where, qe is the adsorption capacity adsorbed at equilibrium in mg g–1. Ce is the equilibrium concentration of adsorbate in the solution in milligram per litre, qmax is the maximum adsorption capacity in mg g–1 (is the maximum quantity of adsorbate required to form a single monolayer on unit mass of adsorbent mg g–1) and Ka is the Langmuir isotherm constant in L mg–1 (adsorption equilibrium constant).

Fig. 9:Langmuir isotherm model plots for the removal of cadmium using SPION-AMIR

Fig. 10:Freundlich isotherm model plots for the removal of cadmium using SPION-AMIR

The equilibrium experimental data are plotted between 1/qe and 1/Ce as shown in Fig. 9 for the removal of Cd. The correlation coefficients and the model parameters were evaluated and given in Table 2.

The degree of suitability of SPION-AMIR for the sorption of Cd ion was also estimated from the values of the separation factor constant (RL) according to Eq. 11:

(11)

The value of RL>1 indicates unfavorable, RL = 1 linear, 0<RL<1 favorable or RL = 0 irreversible sorption. The RL values for the sorption of Cd on SPION-AMIR are favorable and presented in Table 2.

Freundlich isotherm model: The Freundlich model suggests a heterogeneous adsorption of the solute on the adsorbent surface31. The model non-linear equation is expressed as Eq. 12:

(12)

where, KF is representing the Freundlich constant, which indicates the relative adsorption capacity of the adsorbent related to the bonding energy in mg g–1 and n is the heterogeneity factor representing the deviation from linearity of adsorption and is also known as Freundlich coefficient. It can be stated that, if the 1/n value is below unity, this implies that the adsorption process is chemical; if the value is above unity, adsorption is a favourable physical process40. The Freundlich equation can be linearized41 and expressed as Eq. 13:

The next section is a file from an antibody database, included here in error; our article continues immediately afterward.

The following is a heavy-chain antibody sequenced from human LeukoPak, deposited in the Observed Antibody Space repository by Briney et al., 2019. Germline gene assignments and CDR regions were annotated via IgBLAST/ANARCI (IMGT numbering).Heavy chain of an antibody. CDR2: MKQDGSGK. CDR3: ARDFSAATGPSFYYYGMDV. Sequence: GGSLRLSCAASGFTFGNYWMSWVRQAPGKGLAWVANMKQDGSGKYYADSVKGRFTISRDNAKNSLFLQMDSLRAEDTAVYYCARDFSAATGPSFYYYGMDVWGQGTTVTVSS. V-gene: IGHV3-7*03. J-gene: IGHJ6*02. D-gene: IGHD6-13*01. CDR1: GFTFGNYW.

(13)

The experimental data were plotted between log qe and log Ce and shown in Fig. 10 for the removal of Cd. The coefficients for Freundlich isotherm were evaluated (Table 2).

The sorption data fitted for both Langmuir and Freundlich isotherms with high regression value (R2) of 0.913 and 0.912, respectively. The Langmuir isotherm model suggests that the adsorption is primarily governed by the formation of the monolayer on the adsorption sites. The adsorption process fitted to Langmuir and Freundlich isotherms models with slight advantage for the Langmuir approach that is in agreement with that obtained by Bhargavi et al.42.

The obtained results of the experimental data as well as the kinetics study and the isotherm models confirmed that SPION-AMIR is an effective adsorbent for removal Cd from the wastewaters.

Table 2:Isotherm parameters for the removal of cadmium using SPION-AMIR

CONCLUSION

Novel superparamagnetic iron oxide nanosorbent on resin (Amberlite IR 120 H) support was used to remove Cd from aqueous solution. The fixed bed column experiment resulted in the maximum adsorption efficiency of 307.04 mg g–1 at the optimum conditions of pH 7, Cd concentration (200 ppm) and flow rate 1 mL min–1 using 1 g of SPION-AMIR. The adsorption of cadmium with SPION-AMIR follows the pseudo second-order kinetics. The adsorption process was fitted to Langmuir and Freundlich adsorption isotherm models. The values of adsorption intensities (0<RL<1) indicate that the adsorption of cadmium with SPION-AMIR is favorable and it is good sorbent for cadmium ions. So, the present results declared that the superparamagnetic iron oxide nanosorbent is effective adsorbents and can be beneficial for removal of heavy metals from industrial waste and to use in water purification process.

SIGNIFICANCE STATEMENTS

This study discovered the high effeminacy of combined nanosorbents with resins to remove high amounts of metals from wastewater that can be beneficial for the treatment methods and process of water purification. This study will help the researcher to uncover the critical areas of heavy metal remediation in wide economic scale that many researchers were not able to explore. Thus, a new theory on the combination effect of novel nanosorbents and ion exchanger/sorbent resin may be arrived at.

ACKNOWLEDGMENT

The authors would like to thank the Laboratory of Chemistry, Division of Freshwater and Lakes, NIOF and Department of Chemistry, Faculty of Science, Al-Azhar University for supporting this study.